Microbial functional signature in the atmospheric boundary layer

Tignat-Perrier, Romie; Dommergue, Aurélien; Thollot, Alban; Magand, Olivier; Vogel, Timothy M.; Larose, Catherine

Microorganisms are ubiquitous in the atmosphere, and some airborne microbial cells were shown to be particularly resistant to atmospheric physical and chemical conditions (e.g., ultraviolet – UV – radiation, desiccation and the presence of radicals). In addition to surviving, some cultivable microorganisms of airborne origin were shown to be able to grow on atmospheric chemicals in laboratory experiments. Metagenomic investigations have been used to identify specific signatures of microbial functional potential in different ecosystems. We conducted a comparative metagenomic study on the overall microbial functional potential and specific metabolic and stress-related microbial functions of atmospheric microorganisms in order to determine whether airborne microbial communities possess an atmosphere-specific functional potential signature as compared to other ecosystems (i.e., soil, sediment, snow, feces, surface seawater etc.). In the absence of a specific atmospheric signature, the atmospheric samples collected at nine sites around the world were similar to their underlying ecosystems. In addition, atmospheric samples were characterized by a relatively high proportion of fungi. The higher proportion of sequences annotated as genes involved in stress-related functions (i.e., functions related to the response to desiccation, UV radiation, oxidative stress etc.) resulted in part from the high concentrations of fungi that might resist and survive atmospheric physical stress better than bacteria.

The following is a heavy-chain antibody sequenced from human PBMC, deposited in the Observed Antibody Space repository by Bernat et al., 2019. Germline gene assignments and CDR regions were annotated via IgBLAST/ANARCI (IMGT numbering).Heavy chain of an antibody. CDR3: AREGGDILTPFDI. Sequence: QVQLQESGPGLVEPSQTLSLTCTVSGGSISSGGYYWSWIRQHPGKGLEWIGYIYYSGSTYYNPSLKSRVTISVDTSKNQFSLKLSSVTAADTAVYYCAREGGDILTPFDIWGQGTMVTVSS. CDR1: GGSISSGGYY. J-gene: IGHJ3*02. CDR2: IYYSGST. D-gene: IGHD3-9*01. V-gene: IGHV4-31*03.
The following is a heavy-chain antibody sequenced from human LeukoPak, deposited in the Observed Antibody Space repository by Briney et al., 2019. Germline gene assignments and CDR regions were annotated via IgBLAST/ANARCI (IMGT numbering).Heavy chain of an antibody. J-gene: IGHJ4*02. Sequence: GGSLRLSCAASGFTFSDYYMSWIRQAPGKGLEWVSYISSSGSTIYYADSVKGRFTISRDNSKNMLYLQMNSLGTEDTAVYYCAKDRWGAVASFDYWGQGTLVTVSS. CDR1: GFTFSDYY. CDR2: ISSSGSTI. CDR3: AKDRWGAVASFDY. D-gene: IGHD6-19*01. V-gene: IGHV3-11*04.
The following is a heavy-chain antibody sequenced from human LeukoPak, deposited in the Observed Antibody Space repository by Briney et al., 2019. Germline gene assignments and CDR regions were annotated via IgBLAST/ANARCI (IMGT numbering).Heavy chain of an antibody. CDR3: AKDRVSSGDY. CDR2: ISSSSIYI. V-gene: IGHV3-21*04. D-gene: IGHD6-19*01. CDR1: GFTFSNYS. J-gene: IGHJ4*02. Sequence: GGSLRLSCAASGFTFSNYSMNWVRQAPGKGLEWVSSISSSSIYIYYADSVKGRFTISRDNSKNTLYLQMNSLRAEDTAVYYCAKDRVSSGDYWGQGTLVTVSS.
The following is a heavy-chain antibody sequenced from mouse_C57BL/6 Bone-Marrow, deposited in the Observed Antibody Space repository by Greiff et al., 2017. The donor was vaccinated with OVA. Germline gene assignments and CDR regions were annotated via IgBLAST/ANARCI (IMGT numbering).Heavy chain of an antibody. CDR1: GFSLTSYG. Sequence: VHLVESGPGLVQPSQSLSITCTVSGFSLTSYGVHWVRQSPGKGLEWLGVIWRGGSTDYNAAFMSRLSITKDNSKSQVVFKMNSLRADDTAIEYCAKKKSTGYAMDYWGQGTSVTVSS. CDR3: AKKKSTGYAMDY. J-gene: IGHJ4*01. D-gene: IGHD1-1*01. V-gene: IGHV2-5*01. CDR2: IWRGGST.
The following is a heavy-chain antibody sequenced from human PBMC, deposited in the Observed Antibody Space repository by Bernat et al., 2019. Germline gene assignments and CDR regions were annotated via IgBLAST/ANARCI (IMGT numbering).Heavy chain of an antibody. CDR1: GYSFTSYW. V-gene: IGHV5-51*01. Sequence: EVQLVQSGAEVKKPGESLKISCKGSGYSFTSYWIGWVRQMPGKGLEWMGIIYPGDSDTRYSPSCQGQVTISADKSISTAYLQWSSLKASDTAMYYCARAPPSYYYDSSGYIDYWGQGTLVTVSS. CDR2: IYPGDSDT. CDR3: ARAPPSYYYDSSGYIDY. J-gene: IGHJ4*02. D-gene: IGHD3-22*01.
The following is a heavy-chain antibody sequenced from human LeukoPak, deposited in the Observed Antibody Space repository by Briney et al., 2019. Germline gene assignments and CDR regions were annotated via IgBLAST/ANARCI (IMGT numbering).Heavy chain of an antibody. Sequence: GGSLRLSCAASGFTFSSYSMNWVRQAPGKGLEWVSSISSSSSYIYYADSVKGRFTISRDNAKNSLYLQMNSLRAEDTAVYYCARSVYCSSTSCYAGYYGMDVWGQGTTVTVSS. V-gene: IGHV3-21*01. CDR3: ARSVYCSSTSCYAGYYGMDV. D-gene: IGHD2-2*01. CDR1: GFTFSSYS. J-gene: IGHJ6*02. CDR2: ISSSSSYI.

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Tignat-Perrier, Romie / Dommergue, Aurélien / Thollot, Alban / et al: Microbial functional signature in the atmospheric boundary layer. 2020. Copernicus Publications.

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